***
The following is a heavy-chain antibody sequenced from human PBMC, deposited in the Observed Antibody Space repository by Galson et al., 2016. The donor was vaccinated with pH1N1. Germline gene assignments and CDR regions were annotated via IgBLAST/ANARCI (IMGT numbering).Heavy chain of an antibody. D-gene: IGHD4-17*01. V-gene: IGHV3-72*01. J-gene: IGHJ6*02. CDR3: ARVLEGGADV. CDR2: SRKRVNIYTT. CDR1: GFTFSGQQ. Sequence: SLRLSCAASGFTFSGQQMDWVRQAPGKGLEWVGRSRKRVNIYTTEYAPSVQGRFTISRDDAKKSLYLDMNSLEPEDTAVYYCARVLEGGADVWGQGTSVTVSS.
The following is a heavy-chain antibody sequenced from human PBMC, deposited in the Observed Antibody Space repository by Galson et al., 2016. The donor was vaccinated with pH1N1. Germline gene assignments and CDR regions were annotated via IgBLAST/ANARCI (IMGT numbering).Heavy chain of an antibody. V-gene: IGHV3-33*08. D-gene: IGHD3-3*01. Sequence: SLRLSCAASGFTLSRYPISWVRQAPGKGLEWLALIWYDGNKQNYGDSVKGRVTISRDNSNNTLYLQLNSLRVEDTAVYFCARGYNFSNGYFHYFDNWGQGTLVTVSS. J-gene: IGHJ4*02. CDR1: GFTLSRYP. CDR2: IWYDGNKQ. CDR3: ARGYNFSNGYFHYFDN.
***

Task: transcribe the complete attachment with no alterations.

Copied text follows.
The following is a heavy-chain antibody sequenced from human PBMC, deposited in the Observed Antibody Space repository by Galson et al., 2016. The donor was vaccinated with pH1N1. Germline gene assignments and CDR regions were annotated via IgBLAST/ANARCI (IMGT numbering).Heavy chain of an antibody. D-gene: IGHD4-17*01. V-gene: IGHV3-72*01. J-gene: IGHJ6*02. CDR3: ARVLEGGADV. CDR2: SRKRVNIYTT. CDR1: GFTFSGQQ. Sequence: SLRLSCAASGFTFSGQQMDWVRQAPGKGLEWVGRSRKRVNIYTTEYAPSVQGRFTISRDDAKKSLYLDMNSLEPEDTAVYYCARVLEGGADVWGQGTSVTVSS.
The following is a heavy-chain antibody sequenced from human PBMC, deposited in the Observed Antibody Space repository by Galson et al., 2016. The donor was vaccinated with pH1N1. Germline gene assignments and CDR regions were annotated via IgBLAST/ANARCI (IMGT numbering).Heavy chain of an antibody. V-gene: IGHV3-33*08. D-gene: IGHD3-3*01. Sequence: SLRLSCAASGFTLSRYPISWVRQAPGKGLEWLALIWYDGNKQNYGDSVKGRVTISRDNSNNTLYLQLNSLRVEDTAVYFCARGYNFSNGYFHYFDNWGQGTLVTVSS. J-gene: IGHJ4*02. CDR1: GFTLSRYP. CDR2: IWYDGNKQ. CDR3: ARGYNFSNGYFHYFDN.